Mini James Dean

I’ve got a large plastic tub full of pieces of fabric left over from all sorts of projects, all big enough for something, but not something for me.  I’m always loathe to throw these bits out, or even to give them to the local school for the kids, because I know I can do something useful with them – eventually…

denim jacket 8

So this project is me using up one piece of that stored fabric.  You’ll remember the Morgan Jeans I made last year, with a yummy, dark denim from Croft Mill Fabrics.  There was a piece left over that wasn’t much good for anything except maybe a tote bag, and that’s what I had in mind for it for ages.  But, going through the April issues of Burda looking for projects to make this month, I came across a cute kid’s denim jacket #134 04/2010.  A friend of mine has a little boy who’s 5 this year – it would be perfect for him! (and I thought it could be kept for his little sister to wear when she’s big enough)

denim jacket 1
Kid’s Denim Jacket, Burda 134 April 2010

So I traced out the 6 year old size (110), and the pieces fit perfectly on what was left of my denim.  Go! Go! GO!  It was tricky to get the pins in, I’d forgotten that, and stiff to cut – oh dear, but I ignored the warning bells…

collage denim jacket
Lots of topstitching – I didn’t even try topstitch thread!

All in all, it’s a simple pattern to assemble, the instructions, while basic, are clear.  The only problem I had with the whole thing is the size of those little pattern pieces and the stiffness of the fabric!  I don’t mind admitting I swore a fair bit.  And I have made a vow, never make a tiny denim jacket with fabric that stiff ever, ever again!!!  It was really fiddly to turn the cuffs, the collar nearly killed my fingers (they got in the way of my pounding).  The only good thing was that my old Bernina sailed through all those layers of thick denim with consumate ease.

denim jacket 9

Boy am I glad I’m only making one for two kids!  I think it would be lovely in a softer twill too, even a nice linen/cotton blend.  In order to reduce bulk around the welt pocket area, and to make it easier for my machine to get through layers, I cut the pocket pieces from another bit of left over fabric, black and white large check gingham cotton.  I deliberately did not choose something “boy-like” so that it could be handed down and worn again.  I like the idea of unizex clothing when it comes to items like jackets and coats.  Makes sense, money wise.  I remember as a kid, my mum bought me boys jeans that my brother got when I outgrew them, and my sister got them after that!  If there weren’t holes in them, that is.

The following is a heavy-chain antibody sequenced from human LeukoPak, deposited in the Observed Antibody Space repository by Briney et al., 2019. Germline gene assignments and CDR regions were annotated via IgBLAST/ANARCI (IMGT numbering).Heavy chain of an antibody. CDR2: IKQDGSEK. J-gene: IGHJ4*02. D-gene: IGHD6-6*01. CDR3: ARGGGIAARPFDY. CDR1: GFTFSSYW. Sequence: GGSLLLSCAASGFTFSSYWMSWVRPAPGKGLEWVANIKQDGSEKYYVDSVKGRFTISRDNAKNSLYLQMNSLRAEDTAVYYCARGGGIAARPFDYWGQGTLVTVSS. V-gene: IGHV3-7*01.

denim jacket 4
Gingham check cotton for the pocket bags

I didn’t want traditional jeans buttons, they can sometimes be stiff to use, and with this fabric it needed to be easier for little fingers, so I raided my vintage button box and dug out some military uniform buttons I’d got from the charity shop a year or so ago.  The small ones were perfect!  I’m really happy with how they look on the front of this jacket.

denim jacket 3.JPG

My long-list for April’s Burda Challenge sewing was fairly long, and I decided against just chopping it down randomly, rather by seeing what fabric I had and going that way.  On that list were frequent referrences to “kid’s clothes” because the size range is right for my friend’s kids.  This is the first of those projects to be made and there’ll be more!  I need to get that fabric box emptied, and it’s nice to make clothes for kids, they’re usually much quicker and simpler than adult’s clothing.

Now I’m off to continue tracing the long list of patterns daughter no 2 would like made up for the summer – this summer! By the way, if you’d like to see her wishlist…

Follow the link to see the whole post, this just shows a part of it!  🙂

 

 

Author: Anne W

I love fabric, and sewing. And I could do nothing else but sew, all day, every day, if I could!

5 thoughts on “Mini James Dean”

  1. Hi Anne, I’m fairly new to following your blog and enjoy it a lot. This is such a CUTE jacket and sorry it was difficult because it is so stiff. I’ve learned this past year on how to soften fabric like this and I’d like to share that with you. Prewash the fabric and add one can of Coca Cola to the wash. You can do this more than once if needed. It cannot be diet coke, only the real thing of Coca Cola. I learned this from Peggy Sagers, pattern designer/owner of Silhouette Patterns. IT WORKS. You could even wash it now after it is finish if you liked. The little boy might like it softer, too. Happy Sewing.

  2. It looks lovely and should be very hard wearing 😉.
    I agree, it’s time for your daughter to learn to sew 😂.

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